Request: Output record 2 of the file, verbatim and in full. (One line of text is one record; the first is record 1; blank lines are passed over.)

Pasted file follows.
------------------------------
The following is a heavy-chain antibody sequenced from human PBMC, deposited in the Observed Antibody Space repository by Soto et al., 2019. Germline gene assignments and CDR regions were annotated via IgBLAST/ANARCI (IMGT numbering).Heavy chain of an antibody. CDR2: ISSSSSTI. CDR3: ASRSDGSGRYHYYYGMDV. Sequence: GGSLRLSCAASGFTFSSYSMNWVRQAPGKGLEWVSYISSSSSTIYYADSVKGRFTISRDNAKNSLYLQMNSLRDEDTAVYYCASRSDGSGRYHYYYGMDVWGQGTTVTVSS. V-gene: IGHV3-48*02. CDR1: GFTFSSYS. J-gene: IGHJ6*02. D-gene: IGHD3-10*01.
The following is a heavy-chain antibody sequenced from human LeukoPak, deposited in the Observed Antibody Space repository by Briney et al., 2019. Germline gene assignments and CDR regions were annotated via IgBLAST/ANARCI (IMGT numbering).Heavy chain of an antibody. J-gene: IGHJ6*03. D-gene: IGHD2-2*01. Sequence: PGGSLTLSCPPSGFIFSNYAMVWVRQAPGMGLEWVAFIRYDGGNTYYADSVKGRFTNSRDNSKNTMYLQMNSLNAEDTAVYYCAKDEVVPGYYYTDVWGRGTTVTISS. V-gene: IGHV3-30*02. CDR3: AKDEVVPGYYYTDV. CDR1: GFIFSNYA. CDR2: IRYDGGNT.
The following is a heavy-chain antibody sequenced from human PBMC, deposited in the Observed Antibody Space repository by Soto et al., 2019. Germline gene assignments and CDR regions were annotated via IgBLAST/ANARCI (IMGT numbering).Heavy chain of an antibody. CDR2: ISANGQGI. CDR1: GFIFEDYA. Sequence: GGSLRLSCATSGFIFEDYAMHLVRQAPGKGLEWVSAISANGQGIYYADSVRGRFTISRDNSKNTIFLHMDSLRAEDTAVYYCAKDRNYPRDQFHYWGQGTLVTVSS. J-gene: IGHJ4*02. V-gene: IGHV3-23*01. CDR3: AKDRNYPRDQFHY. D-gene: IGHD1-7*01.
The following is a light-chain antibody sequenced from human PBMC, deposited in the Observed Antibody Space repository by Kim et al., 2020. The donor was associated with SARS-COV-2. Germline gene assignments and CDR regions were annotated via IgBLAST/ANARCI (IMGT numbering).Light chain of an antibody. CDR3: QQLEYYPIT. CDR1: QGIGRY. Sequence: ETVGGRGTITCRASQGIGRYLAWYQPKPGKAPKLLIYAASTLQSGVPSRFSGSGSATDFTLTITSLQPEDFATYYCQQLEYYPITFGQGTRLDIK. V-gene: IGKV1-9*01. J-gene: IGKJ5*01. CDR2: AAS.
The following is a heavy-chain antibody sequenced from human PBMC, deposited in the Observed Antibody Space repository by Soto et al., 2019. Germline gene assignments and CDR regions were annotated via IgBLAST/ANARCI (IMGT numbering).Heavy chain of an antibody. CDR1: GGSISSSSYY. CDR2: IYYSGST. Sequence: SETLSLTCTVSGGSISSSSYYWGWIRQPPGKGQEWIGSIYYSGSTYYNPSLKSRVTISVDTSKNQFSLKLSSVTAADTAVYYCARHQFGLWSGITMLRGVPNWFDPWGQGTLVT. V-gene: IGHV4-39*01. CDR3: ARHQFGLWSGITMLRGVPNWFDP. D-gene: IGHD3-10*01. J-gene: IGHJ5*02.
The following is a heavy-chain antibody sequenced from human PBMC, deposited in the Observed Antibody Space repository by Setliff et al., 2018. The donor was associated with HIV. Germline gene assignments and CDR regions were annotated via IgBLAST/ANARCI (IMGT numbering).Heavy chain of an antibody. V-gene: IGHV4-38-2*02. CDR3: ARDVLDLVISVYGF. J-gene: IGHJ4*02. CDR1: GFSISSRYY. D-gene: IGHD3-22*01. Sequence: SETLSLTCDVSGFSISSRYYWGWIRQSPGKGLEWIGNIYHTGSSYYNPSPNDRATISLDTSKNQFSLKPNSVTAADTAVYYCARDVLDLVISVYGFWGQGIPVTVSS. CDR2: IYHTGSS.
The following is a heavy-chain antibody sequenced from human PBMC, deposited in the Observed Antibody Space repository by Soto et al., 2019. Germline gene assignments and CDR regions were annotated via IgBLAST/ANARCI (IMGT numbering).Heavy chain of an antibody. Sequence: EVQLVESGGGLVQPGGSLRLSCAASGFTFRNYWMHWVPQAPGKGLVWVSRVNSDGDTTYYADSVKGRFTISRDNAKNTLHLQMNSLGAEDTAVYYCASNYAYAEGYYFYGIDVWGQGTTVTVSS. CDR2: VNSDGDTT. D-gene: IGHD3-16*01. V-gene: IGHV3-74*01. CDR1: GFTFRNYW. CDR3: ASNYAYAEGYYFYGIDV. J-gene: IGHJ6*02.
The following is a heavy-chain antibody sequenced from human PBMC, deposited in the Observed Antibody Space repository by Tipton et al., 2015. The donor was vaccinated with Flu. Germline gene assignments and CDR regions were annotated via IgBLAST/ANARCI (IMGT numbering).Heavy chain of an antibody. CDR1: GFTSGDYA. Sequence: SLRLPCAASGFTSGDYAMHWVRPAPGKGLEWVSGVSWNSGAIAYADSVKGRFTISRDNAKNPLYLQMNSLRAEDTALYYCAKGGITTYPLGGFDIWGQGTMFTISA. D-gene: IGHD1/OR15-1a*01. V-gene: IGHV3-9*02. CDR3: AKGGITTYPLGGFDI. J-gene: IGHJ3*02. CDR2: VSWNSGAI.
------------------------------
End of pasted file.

The following is a heavy-chain antibody sequenced from human LeukoPak, deposited in the Observed Antibody Space repository by Briney et al., 2019. Germline gene assignments and CDR regions were annotated via IgBLAST/ANARCI (IMGT numbering).Heavy chain of an antibody. J-gene: IGHJ6*03. D-gene: IGHD2-2*01. Sequence: PGGSLTLSCPPSGFIFSNYAMVWVRQAPGMGLEWVAFIRYDGGNTYYADSVKGRFTNSRDNSKNTMYLQMNSLNAEDTAVYYCAKDEVVPGYYYTDVWGRGTTVTISS. V-gene: IGHV3-30*02. CDR3: AKDEVVPGYYYTDV. CDR1: GFIFSNYA. CDR2: IRYDGGNT.